The onshore met mast at the site enables the testing, calibration and verification of onshore lidar systems. With access to high-quality wind resources and environmental data, developers and manufacturers can compare and verify new remote sensing techniques against traditional methods.
Since 2016, the Catapult has funded a STEM ambassador at Levenmouth Academy which has evolved into a full-time STEM Principle Teacher position, delivering extensive programmes throughout the school in areas such as robotics, drones and programming.
The Academy was also a beneficiary of ORE Catapult’s STEM Club Start-Up programme, which used funding from the Royal College of Engineering to spark local children’s interest in offshore renewable energy as a future career.
Other ways in which the Catapult has created opportunity for young people in the area are:
On Thursday 30 August 2018, ORE Catapult was awarded a Section 36 consent variation by the Scottish Government to operate the Levenmouth turbine until 2029. To request a copy of the Decision Notice, Marine Licence or Section 36 Variation Consent, please Contact Us.
Business Development Manager for Limpet Technology
Lorna joined the Offshore Renewable Energy (ORE) Catapult in September 2016 in the Operational Performance Directorate. She is involved in both research and design projects, with a background of mechanical design and project management. Lorna works on a wide variety of exciting projects in wind and tidal power, engaging with SMEs, organisations and academia to address industry challenges through technology innovation and research; also working with companies to diversify and transfer their technology offering to the wind, wave and tidal industries.
Since August 2017 she has been responsible for coordinating information, access, demonstration and validation testing in and around ORE Catapult’s Levenmouth Demonstration Turbine in Fife and has supported over 140 technology developments, demonstrations and research projects. With a broad range of skills and a depth of experience in marine renewable energy development, she is now leading the delivery of projects under the Energy Transition Alliance (ETA) in collaboration with the Oil and Gas Technology Centre (OGTC). This is a ground-breaking collaboration which aims to transform the energy sector, accelerating the UK’s transition to a net-zero future and ensuring a reliable and secure source of power for the UK. Current research areas include sustainable decommissioning and the circular economy; clean hydrogen development, and carbon capture, utilisation and storage (CCUS).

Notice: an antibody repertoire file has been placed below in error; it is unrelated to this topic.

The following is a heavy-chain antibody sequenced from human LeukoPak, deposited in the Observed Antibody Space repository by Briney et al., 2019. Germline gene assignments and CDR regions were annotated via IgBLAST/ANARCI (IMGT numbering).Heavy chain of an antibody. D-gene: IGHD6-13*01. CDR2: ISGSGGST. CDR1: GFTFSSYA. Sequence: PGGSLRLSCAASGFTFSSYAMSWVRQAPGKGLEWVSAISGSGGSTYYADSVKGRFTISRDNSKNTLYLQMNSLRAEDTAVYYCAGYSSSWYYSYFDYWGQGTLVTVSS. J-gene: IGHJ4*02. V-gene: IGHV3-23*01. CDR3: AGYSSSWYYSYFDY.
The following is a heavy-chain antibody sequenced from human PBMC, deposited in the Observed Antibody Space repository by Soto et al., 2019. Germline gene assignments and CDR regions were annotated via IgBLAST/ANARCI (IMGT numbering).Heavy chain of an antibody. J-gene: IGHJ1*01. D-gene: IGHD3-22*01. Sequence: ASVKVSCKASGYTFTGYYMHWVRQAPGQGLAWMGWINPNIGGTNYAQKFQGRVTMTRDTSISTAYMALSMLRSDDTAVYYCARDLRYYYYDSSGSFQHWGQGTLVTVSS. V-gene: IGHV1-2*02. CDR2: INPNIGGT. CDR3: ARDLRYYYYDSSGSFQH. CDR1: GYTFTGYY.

Lorna is also responsible for the STEM engagement strategy across ORE Catapult’s Scottish sites. In 2018 she won a Royal Academy of Engineering Ingenious Award to develop a plan of engagement with local primary schools. In collaboration with a number of local and national organisations and charities she has driven community engagement, promoting STEM careers and the importance of sustainability across the country. This led to Lorna being awarded the IET Young Woman Engineer of the Year Women’s Engineering Society (WES) Prize in December 2018, recognised as a WATC Rising Star 2019 in Science & Engineering and as a finalist for the Contribution to Skills Award at the Scottish Green Energy Awards in December 2019.